Emgu CV is a .NET wrapper for OpenCV (Open Source Computer Vision Library) which is a collection of over 2500 algorithms focused on real-time image processing and machine learning. OpenCV lets you write software for:
- face detection,
- object identification,
- motion tracking,
- image stitching,
- stereo vision
- and much, much more...
Open CV is written in highly optimized C/C++, supports multi-core execution and heterogeneous execution platforms (CPU, GPU, DSP...) thanks to OpenCL. The project was launched in 1999 by Intel Research and is now actively developed by open source community members and contributors from companies like Google, Microsoft or Honda...
My experience with Emgu CV/OpenCV comes mostly from working on paintball turret project (which I use to have a break from "boring" banking stuff at work). I'm far from computer vision expert but I know enough to teach you how to detect a mini quadcopter flying in a room:
In the upper-left corner you can see frame captured from video file, following that is the background frame (static background and camera makes our task simpler)... Next to it are various stages of image processing run before drone (contour) detection is executed. Last frame shows original frame with drone position marked. Job done! Oh, and if you are wondering what is the "snow" seen in the video: these are some particles I put to make the video a bit more "noisy"...
I assume that you know a bit about C# programming but are completely new to Emgu CV/OpenCV.
By the end of this tutorial you will know how to:
- use Emgu CV 3.2 in C# 7 (Visual Studio 2017) application (most tutorials available online are quite outdated!),
- capture frames from video,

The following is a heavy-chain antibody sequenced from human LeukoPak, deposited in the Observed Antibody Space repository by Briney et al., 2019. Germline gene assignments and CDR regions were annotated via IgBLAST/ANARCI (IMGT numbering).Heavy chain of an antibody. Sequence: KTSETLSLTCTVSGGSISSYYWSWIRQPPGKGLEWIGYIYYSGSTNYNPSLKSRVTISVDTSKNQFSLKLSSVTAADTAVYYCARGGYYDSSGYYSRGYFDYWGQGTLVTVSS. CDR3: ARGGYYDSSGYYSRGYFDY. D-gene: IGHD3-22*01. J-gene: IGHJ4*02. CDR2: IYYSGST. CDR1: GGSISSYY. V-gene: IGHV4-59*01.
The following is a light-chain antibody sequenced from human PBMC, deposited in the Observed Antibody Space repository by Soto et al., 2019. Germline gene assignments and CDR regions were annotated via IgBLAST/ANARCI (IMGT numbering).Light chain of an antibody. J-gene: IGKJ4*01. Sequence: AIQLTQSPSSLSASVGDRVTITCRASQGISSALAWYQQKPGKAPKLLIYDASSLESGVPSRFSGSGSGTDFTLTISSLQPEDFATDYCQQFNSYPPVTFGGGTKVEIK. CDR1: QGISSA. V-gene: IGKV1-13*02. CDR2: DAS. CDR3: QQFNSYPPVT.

- find changes between images (diff and binary threshold),
- remove noise with erode and dilate (morphological operations),
- detect contours,
- draw and write on a frame
Sounds interesting? Read on!
I plan to give detailed description of the whole program (don't worry: it's just about 200 lines) but if you would like to jump straight to the code visit this GitHub repository: https://github.com/morzel85/blog-post-emgucv. It's a simple console app - I've put everything into Program.cs so you can't get lost!
Mind that because Emgu CV/OpenCV binaries are quite large these are not included in the repo. This should not be a problem because Visual Studio 2017 should be able to automatically download (restore) the packages...
Here you can download the video I've used for testing: http://morzel.net/download/emgu_cv_drone_test_video.mp4 (4.04 MB, MPEG4 H264 640x480 25fps).
STEP 0: Crating project with Emgu CV
To start lets use Visual Studio Community 2017 to create new console application:
Now we need to add Emgu CV to our project. The easiest way to do it is to use Nuget to install Emgu CV package published by Emgu Corporation. To do so run "Install-Package Emgu.CV" command in Package Manager Console or utilize Visual Studio UI:
If all goes well package.config and DLL references should look like this (you don't have to worry about ZedGraph):
Now we are ready to test if OpenCV's magic is available to us through Emgu CV wrapper library. Let's do it by creating super simple program that loads an image file and shows it in a window with obligatory "Hello World!" title:
using Emgu.CV; // Contains Mat and CvInvoke classes
static void Main(string args)
Mat picture = new Mat(@"C:\Users\gby\Desktop\Krakow_BM.jpg"); // Pick some path on your disk!
CvInvoke.Imshow("Hello World!", picture); // Open window with image
CvInvoke.WaitKey(); // Render image and keep window opened until any key is pressed
Run it and you should see a window with the image you've selected. Here's what I got - visit Kraków if you like my picture :)
Above code loads picture from a file into Mat class instance. Mat is a n-dimensional dense array containing pointer to image matrix and a header describing this matrix. It supports a reference counting mechanism that saves memory if multiple image processing operations act on same data... Don't worry if it sounds a bit confusing. All you need to know now is that we can load images (from files, webcams, video frames etc.) into Mat objects. If you are curious read this nice description of Mat.
The other interesting thing you can see in the code is the CvInvoke class. You can use it to call OpenCV functions from your C# application without dealing with complexity of operating native code and data structures from managed code - Emgu the wrapper will do it for you through PInvoke mechanism.
Ok, so now you have some idea on what Emgu CV/OpenCV libraries are and how to bring them into your application. Next post coming soon...
Update: Part 2 is ready!